Thursday, April 21, 2011

Gladstone, Michigan: How I Got Here!

It takes great faith for me to step into the unknown and trust that my foot will land on something solid, that I will be cared for, and safe in that new, as yet unrevealed space. Each time I do so I am rewarded beyond my expectations. The process of finding a place to live in Michigan required such a leap of faith.

As of Thursday morning, April 7th, my husband and I were all set to rent a house in Rapid River, Michigan. The moving truck was scheduled for pickup on Friday morning and we planned to leave Boston on Saturday and arrive in Michigan on Tuesday, April 12th. On Thursday afternoon, that all changed.
Our to-be landlady called and said that she had a buyer for the house we had rented and, although she intended to honor our lease agreement, the buyer had 30 days to move from her home and had offered to buy us out of our six month lease at $1,000 a month if we agreed to find another place to live.

At this point, we had a choice to make. We could ask our landlady to honor the lease agreement; or, motivated by the promise of $$, and knowing that the house sale would help our landlady, we could spend time trying to find a suitable alternative. We chose the latter. In less than 36 hours we had secured a new place to live, made arrangements for utilities, and substantially packed the truck. On Sunday, April 10th, mid-move, we learned that the house buyer had backed out of the deal.

Now, one could read this story and say, "Aren't those two naive. They had a sure thing and they gambled it for what was obviously a false promise of money because who has $6,000 to just give away these days?"

OR, one could read this story and say, "Wow! Isn't that amazing! They could have told the landlady it was too late, they had an agreement, they needed to concentrate on packing, not finding another place to live on such short notice, and they liked the house they had rented. Done. But they didn't. Instead, one day before the moving truck arrived, knowing that the promised money was not guaranteed, and wanting to help their landlady sell the house, they took the risk that they would find a new place, overnight, that would meet their needs, and trusted it to work out. They just trusted it would work out. And it did. Wow!"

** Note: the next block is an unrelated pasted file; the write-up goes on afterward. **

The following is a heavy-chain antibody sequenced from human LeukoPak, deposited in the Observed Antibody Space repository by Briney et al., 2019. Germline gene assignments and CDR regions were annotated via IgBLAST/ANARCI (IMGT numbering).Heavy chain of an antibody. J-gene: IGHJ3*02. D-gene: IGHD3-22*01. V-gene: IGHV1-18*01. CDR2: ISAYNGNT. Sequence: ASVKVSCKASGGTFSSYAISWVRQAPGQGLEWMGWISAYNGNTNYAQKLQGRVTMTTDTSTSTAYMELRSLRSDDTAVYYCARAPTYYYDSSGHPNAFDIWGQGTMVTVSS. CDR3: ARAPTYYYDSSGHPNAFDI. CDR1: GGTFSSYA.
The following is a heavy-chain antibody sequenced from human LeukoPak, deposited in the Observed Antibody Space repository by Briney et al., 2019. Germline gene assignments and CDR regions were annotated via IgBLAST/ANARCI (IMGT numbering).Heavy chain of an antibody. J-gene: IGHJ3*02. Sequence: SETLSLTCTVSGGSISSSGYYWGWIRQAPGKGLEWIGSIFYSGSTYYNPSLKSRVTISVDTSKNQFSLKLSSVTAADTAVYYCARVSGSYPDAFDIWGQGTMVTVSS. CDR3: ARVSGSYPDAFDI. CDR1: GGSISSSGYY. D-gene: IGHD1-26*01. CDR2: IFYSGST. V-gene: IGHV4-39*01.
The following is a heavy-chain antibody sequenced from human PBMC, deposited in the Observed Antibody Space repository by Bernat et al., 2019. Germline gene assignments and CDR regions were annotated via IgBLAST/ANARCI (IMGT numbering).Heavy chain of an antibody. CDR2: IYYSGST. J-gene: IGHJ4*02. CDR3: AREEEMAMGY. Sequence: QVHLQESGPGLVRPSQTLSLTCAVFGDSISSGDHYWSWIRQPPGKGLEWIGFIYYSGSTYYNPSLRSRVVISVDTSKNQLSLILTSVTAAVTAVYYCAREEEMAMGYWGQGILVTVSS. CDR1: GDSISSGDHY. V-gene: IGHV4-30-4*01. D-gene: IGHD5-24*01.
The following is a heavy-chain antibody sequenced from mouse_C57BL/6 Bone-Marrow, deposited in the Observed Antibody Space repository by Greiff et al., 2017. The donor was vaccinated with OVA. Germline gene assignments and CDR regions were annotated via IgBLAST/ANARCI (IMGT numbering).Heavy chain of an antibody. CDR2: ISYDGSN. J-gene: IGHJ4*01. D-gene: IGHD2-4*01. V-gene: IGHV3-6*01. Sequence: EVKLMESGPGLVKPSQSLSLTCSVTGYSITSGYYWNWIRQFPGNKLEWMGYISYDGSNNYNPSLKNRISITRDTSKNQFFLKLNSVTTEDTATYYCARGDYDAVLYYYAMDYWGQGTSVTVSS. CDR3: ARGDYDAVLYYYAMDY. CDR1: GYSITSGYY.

We trusted, and it worked out beyond our expectations. The first house was bright, clean, spacious, had garden space, a back deck, and lovely neighbors. It was also located on U.S. 2, a 55 mile per hour highway that sees significant truck traffic, would require my husband to commute 25 minutes to work, and was miles from the nearest store.

The new place is located in a quiet neighborhood, 2 miles from busy U.S. 2, five miles from my husband's new job, walking distance to many stores, and the space is beautiful, as well.

So, what about the money?? It never mattered whether the money was actual or virtual. The idea of the money was enough. It diverted our attention from the effort required to change our plans under a tight deadline, and gave me, and my husband, the motivation to expend such effort with a positive attitude. Once we made our choice, the money was no longer necessary. It had served its purpose.

Had we chosen the guaranteed option and decided to rent the house on U.S. 2, we would have been just fine. In choosing the unknown, however, we ended up so much better than fine. We were rewarded, beyond our expectations, for our leap of faith, which once again verified our belief that anything is possible.

Wednesday, April 6, 2011

MI Here I Come!

Michigan's Upper Peninsula. Destination: Rapic River (near the Route 2 sign above Gladstone)!
I'm moving. MOVING! I'm REALLY moving!! I decided to leave New England in December 2000. I started dating my husband in February 2001, and I'm still here, but not for long. The moving truck permit is posted, my living room is filled eight feet high with boxes, the piano has been sold, and I am moving. It feels fabulous!

My New England journey started in 1992 with an insatiable desire to move to Boston. I was living in Notasulga, Alabama, population ~900, working for an environmental consulting firm when the feeling came upon me. I HAD to move to Boston. It was inexplicable, really. I had driven through Boston once my senior year in high school as I boarded a cruise ship to Bermuda. I returned with a close friend during college and was in awe of the old stone churches, cobblestone streets, and rich history that pervades the city. I given it much thought after than until 1992 when the thought struck and stuck. I had to move to Boston. I bought a copy of The Boston Globe every Sunday and searched the Classifieds for jobs. Soon thereafter, law school fever assailed me in a similar fashion and I applied to three schools in Boston, alone.